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State v. Acker

Court of Appeals of Connecticut

June 21, 2016

STATE OF CONNECTICUT
v.
FREDERICK ACKER

          Submitted on briefs May 9 2016

         Appeal from Superior Court, judicial district of Litchfield, geographical area number eighteen, Hon. Charles D. Gill, judge trial referee.

          Steven A. Colarossi filed a brief for the appellant (defendant).

          David S. Shepack, state’s attorney, Jonathan Knight, senior assistant state’s attorney, and Gregory L. Bor-relli, deputy assistant state’s attorney, filed a brief for the appellee (state).

          Beach, Sheldon and Gruendel, Js.

          OPINION

          PER CURIAM.

         The defendant, Frederick Acker, appeals from the judgment of the trial court finding him in violation of his probation pursuant to General Statutes § 53a-32. The defendant contends, inter alia, that the evidence adduced at trial was insufficient to establish that violation.[1] On appeal, the state agrees. We reverse the judgment of the trial court.

         In 2013, the defendant was charged by long form information with numerous counts of animal cruelty in violation of General Statutes § 53-247 (a). Following a court trial, the defendant was found guilty of fifteen such counts. On January 23, 2014, the court sentenced the defendant to a total effective sentence of six months incarceration, execution suspended, with two years of probation. Among the special conditions of probation entered at that time was the requirement that ‘‘[i]f you attempt to operate any animal rescue operation you shall not confine any animal in any facility that has not first been inspected and approved by the animal control officer for the jurisdiction where the shelter is located.’’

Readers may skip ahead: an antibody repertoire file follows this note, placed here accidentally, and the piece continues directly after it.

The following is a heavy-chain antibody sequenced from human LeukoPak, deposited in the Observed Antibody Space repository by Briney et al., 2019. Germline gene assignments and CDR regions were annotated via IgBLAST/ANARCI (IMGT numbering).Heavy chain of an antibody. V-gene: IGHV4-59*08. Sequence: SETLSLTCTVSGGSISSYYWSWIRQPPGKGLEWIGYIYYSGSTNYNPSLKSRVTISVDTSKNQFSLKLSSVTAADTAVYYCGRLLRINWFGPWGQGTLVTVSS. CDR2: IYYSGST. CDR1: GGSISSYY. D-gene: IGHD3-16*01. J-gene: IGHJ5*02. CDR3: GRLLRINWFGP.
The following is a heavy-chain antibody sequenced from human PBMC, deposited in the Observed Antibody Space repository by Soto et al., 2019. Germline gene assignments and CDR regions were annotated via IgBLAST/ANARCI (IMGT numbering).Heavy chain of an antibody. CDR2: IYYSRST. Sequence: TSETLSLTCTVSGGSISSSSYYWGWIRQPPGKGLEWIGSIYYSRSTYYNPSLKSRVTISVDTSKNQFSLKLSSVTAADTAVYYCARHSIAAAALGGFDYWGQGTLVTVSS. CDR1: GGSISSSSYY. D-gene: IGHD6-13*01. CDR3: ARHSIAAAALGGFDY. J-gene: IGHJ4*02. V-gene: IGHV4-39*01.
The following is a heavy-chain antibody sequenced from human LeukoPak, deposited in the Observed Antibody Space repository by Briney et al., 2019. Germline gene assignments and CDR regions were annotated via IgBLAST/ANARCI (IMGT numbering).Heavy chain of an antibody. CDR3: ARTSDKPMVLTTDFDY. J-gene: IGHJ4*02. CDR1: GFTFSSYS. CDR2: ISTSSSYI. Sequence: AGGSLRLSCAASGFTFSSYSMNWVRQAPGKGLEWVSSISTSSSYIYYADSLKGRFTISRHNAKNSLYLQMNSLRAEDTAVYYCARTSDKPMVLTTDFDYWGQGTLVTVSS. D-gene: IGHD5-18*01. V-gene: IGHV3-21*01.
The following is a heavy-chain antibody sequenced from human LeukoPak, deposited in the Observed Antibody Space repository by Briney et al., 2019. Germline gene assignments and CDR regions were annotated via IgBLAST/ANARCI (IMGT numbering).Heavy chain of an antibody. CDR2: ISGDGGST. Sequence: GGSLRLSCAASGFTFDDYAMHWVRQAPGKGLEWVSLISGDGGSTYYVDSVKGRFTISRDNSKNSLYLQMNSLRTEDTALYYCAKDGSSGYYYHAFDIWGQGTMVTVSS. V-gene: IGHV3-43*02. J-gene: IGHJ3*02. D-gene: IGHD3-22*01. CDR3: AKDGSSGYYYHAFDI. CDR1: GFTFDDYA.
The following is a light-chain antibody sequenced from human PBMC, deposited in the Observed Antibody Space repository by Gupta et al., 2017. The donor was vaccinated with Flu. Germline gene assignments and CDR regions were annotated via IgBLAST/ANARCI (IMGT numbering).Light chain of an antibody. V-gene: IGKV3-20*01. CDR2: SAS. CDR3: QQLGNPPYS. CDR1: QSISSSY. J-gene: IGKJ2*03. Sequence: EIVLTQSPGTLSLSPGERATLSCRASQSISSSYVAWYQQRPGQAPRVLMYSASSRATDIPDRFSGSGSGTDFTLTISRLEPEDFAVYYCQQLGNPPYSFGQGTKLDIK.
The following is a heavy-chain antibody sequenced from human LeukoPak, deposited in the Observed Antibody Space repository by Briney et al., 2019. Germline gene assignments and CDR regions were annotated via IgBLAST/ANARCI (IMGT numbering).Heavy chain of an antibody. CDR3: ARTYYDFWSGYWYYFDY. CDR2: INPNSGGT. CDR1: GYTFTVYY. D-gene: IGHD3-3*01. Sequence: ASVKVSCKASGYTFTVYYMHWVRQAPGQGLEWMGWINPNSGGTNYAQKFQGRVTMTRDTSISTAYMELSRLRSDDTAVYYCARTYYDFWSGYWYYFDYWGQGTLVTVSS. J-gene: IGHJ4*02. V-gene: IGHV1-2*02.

On March 12, 2015, probation officer David K. Maus inspected the premises of 359 Spring Hill Road in Monroe (property). An animal shelter known as The Society for the Prevention of Cruelty to Animals of Connecticut (shelter) was located on the property. The defendant lived on the property and volunteered at the shelter. In his application for an arrest warrant, Maus averred that he and ‘‘Chief Probation Officer Peter Bunosso conducted a home visit to the [property]. [The defendant] was not available at the time and a staff member accompanied [us] on a detailed inspection. According to the staff member and [the town of Monroe] Animal Control Officer, [the defendant] is only allowed to have 29 dogs on his property. During the inspection 47 dogs were located. Also located in the inspection were several areas of [concern] including . . . broken shelters (roof over the dog cage) and cages that appeared too small for the dogs.’’ Maus therefore opined that ‘‘there is probable cause to issue an arrest warrant charging [the defendant] with [v]iolation of [p]robation.’’ An arrest warrant subsequently was issued.